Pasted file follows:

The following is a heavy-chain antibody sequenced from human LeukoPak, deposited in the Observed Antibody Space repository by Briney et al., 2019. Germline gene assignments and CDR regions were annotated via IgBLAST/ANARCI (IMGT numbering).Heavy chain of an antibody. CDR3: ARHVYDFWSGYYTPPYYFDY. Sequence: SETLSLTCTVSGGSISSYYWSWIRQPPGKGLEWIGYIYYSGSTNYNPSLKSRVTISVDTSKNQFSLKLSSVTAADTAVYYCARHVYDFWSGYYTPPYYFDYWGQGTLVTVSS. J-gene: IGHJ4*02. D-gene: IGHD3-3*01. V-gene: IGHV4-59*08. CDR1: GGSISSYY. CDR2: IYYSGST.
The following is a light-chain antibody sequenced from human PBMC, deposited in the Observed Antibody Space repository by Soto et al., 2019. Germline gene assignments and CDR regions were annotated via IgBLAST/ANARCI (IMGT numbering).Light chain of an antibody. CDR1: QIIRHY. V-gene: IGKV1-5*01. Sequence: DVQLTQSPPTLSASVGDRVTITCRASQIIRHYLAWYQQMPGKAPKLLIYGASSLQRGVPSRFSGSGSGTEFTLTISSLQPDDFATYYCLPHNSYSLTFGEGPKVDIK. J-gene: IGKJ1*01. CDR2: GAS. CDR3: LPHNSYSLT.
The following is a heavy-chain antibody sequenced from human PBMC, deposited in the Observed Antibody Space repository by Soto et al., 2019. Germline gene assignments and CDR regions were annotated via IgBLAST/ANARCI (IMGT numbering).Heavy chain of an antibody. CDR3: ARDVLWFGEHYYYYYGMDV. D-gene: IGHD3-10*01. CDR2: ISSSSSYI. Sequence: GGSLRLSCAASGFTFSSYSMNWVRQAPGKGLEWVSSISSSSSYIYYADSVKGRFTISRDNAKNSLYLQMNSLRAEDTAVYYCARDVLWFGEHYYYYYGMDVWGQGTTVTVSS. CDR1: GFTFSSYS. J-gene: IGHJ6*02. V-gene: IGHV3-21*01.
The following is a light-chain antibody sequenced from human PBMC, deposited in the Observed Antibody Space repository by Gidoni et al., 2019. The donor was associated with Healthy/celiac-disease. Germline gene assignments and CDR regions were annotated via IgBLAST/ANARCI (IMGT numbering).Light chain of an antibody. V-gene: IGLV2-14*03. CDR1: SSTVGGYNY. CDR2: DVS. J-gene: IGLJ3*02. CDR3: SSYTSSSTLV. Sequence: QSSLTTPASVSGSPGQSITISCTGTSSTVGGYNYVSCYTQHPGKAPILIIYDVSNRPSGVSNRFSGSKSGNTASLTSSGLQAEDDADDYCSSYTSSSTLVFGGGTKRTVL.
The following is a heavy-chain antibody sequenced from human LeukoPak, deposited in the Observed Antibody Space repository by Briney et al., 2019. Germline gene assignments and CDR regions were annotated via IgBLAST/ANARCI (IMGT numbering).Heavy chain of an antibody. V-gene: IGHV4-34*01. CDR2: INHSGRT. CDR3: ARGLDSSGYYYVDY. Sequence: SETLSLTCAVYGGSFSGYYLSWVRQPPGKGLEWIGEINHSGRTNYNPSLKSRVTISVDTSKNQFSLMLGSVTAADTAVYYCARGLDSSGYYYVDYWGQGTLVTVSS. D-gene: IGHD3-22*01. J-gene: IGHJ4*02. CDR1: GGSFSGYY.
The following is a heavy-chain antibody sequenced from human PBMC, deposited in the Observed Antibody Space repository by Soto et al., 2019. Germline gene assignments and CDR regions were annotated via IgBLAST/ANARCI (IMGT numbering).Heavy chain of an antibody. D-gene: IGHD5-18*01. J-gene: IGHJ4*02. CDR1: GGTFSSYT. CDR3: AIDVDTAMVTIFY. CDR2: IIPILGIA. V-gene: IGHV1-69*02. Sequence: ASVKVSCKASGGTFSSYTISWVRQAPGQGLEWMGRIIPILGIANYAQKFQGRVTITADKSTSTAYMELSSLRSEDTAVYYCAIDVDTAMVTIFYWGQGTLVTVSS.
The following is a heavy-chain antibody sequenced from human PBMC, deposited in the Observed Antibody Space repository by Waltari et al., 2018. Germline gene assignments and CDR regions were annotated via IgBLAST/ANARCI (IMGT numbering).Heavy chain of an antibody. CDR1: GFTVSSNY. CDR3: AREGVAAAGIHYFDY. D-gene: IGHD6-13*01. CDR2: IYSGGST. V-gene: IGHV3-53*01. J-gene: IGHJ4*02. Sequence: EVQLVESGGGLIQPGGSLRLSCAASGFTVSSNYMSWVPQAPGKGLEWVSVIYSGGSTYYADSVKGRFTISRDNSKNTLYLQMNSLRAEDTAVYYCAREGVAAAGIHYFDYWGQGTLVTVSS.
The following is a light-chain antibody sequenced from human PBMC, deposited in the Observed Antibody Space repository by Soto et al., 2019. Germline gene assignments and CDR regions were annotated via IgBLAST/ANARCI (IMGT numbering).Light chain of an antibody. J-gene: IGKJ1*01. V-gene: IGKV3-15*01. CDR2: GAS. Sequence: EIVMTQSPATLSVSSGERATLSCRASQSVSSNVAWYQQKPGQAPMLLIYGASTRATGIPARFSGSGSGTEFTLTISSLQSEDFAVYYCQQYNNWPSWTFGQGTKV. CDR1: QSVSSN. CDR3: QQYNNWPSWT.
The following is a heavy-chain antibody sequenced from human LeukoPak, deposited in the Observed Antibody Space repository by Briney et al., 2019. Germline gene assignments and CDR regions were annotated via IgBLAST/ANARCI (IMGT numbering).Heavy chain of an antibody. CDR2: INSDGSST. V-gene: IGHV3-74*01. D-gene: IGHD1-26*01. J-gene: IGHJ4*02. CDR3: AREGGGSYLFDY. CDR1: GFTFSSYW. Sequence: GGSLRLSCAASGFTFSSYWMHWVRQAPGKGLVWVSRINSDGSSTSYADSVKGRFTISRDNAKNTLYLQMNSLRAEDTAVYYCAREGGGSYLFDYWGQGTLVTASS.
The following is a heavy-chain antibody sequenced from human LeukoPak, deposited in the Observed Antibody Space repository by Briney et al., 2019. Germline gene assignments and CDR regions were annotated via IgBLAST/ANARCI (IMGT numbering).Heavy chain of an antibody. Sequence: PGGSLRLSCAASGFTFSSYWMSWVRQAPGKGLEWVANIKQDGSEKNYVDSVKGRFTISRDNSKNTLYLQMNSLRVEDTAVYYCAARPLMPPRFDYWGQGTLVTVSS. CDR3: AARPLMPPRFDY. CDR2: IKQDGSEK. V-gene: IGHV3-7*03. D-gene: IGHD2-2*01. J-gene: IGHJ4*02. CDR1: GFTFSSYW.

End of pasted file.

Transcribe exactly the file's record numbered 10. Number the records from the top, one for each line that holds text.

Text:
The following is a heavy-chain antibody sequenced from human LeukoPak, deposited in the Observed Antibody Space repository by Briney et al., 2019. Germline gene assignments and CDR regions were annotated via IgBLAST/ANARCI (IMGT numbering).Heavy chain of an antibody. Sequence: PGGSLRLSCAASGFTFSSYWMSWVRQAPGKGLEWVANIKQDGSEKNYVDSVKGRFTISRDNSKNTLYLQMNSLRVEDTAVYYCAARPLMPPRFDYWGQGTLVTVSS. CDR3: AARPLMPPRFDY. CDR2: IKQDGSEK. V-gene: IGHV3-7*03. D-gene: IGHD2-2*01. J-gene: IGHJ4*02. CDR1: GFTFSSYW.